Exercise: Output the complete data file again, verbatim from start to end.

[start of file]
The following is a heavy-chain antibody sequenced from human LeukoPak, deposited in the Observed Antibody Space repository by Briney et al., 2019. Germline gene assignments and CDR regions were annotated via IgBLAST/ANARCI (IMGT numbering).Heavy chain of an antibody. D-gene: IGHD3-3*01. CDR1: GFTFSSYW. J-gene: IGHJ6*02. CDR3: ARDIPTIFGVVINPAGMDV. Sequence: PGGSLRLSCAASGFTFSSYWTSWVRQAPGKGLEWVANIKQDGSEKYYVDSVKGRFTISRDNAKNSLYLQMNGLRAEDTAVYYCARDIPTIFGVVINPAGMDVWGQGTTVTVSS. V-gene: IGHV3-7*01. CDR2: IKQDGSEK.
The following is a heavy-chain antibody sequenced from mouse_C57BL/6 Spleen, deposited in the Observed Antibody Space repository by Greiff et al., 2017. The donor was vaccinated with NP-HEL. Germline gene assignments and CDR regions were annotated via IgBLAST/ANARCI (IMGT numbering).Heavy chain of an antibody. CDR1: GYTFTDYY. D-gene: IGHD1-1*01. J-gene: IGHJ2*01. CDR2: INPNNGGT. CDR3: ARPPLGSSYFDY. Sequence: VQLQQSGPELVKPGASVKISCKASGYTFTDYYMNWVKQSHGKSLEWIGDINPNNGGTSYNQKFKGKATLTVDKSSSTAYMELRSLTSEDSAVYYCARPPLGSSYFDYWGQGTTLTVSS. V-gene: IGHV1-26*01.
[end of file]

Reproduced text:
The following is a heavy-chain antibody sequenced from human LeukoPak, deposited in the Observed Antibody Space repository by Briney et al., 2019. Germline gene assignments and CDR regions were annotated via IgBLAST/ANARCI (IMGT numbering).Heavy chain of an antibody. D-gene: IGHD3-3*01. CDR1: GFTFSSYW. J-gene: IGHJ6*02. CDR3: ARDIPTIFGVVINPAGMDV. Sequence: PGGSLRLSCAASGFTFSSYWTSWVRQAPGKGLEWVANIKQDGSEKYYVDSVKGRFTISRDNAKNSLYLQMNGLRAEDTAVYYCARDIPTIFGVVINPAGMDVWGQGTTVTVSS. V-gene: IGHV3-7*01. CDR2: IKQDGSEK.
The following is a heavy-chain antibody sequenced from mouse_C57BL/6 Spleen, deposited in the Observed Antibody Space repository by Greiff et al., 2017. The donor was vaccinated with NP-HEL. Germline gene assignments and CDR regions were annotated via IgBLAST/ANARCI (IMGT numbering).Heavy chain of an antibody. CDR1: GYTFTDYY. D-gene: IGHD1-1*01. J-gene: IGHJ2*01. CDR2: INPNNGGT. CDR3: ARPPLGSSYFDY. Sequence: VQLQQSGPELVKPGASVKISCKASGYTFTDYYMNWVKQSHGKSLEWIGDINPNNGGTSYNQKFKGKATLTVDKSSSTAYMELRSLTSEDSAVYYCARPPLGSSYFDYWGQGTTLTVSS. V-gene: IGHV1-26*01.